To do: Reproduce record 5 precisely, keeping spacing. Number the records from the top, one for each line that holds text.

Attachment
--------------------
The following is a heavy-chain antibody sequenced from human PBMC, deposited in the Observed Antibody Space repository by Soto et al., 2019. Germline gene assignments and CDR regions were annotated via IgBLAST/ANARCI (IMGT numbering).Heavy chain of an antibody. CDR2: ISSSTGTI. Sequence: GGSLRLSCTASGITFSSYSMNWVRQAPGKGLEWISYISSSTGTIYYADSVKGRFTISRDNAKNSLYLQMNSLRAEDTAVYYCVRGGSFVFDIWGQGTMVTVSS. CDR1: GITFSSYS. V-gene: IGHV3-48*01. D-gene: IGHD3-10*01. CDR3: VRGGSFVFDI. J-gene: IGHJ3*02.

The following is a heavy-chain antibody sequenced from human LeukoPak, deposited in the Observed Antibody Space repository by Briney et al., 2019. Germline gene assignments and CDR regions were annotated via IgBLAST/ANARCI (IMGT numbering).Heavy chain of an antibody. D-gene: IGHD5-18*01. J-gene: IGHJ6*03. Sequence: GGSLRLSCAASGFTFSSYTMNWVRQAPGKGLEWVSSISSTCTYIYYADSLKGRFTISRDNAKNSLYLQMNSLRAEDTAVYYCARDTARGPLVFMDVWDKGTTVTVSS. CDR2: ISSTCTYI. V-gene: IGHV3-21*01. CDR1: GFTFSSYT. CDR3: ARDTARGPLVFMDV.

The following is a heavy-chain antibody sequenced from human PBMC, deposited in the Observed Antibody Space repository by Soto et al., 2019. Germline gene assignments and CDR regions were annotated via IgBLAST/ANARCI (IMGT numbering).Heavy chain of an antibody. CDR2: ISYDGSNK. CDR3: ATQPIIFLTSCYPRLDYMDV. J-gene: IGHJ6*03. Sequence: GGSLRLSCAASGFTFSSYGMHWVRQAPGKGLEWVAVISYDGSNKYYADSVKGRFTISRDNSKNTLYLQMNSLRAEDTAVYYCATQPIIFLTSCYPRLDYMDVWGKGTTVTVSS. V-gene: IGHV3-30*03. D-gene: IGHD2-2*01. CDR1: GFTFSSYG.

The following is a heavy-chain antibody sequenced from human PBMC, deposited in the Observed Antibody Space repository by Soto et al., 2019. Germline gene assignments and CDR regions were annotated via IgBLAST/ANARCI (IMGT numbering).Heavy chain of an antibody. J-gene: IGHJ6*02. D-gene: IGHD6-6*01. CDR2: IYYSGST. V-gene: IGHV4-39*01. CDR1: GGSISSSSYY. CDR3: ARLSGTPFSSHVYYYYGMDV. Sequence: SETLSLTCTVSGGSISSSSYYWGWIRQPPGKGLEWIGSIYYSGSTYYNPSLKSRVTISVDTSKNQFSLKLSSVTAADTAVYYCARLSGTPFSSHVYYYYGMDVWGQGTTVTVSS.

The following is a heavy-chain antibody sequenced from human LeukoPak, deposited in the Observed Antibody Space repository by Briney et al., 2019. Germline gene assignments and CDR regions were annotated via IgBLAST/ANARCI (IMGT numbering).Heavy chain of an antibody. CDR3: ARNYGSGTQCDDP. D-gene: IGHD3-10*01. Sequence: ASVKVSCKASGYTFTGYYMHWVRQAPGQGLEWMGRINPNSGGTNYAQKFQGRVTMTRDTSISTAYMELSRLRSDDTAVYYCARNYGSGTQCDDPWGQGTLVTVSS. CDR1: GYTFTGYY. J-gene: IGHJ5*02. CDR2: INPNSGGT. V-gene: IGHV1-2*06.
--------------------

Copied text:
The following is a heavy-chain antibody sequenced from human LeukoPak, deposited in the Observed Antibody Space repository by Briney et al., 2019. Germline gene assignments and CDR regions were annotated via IgBLAST/ANARCI (IMGT numbering).Heavy chain of an antibody. CDR3: ARNYGSGTQCDDP. D-gene: IGHD3-10*01. Sequence: ASVKVSCKASGYTFTGYYMHWVRQAPGQGLEWMGRINPNSGGTNYAQKFQGRVTMTRDTSISTAYMELSRLRSDDTAVYYCARNYGSGTQCDDPWGQGTLVTVSS. CDR1: GYTFTGYY. J-gene: IGHJ5*02. CDR2: INPNSGGT. V-gene: IGHV1-2*06.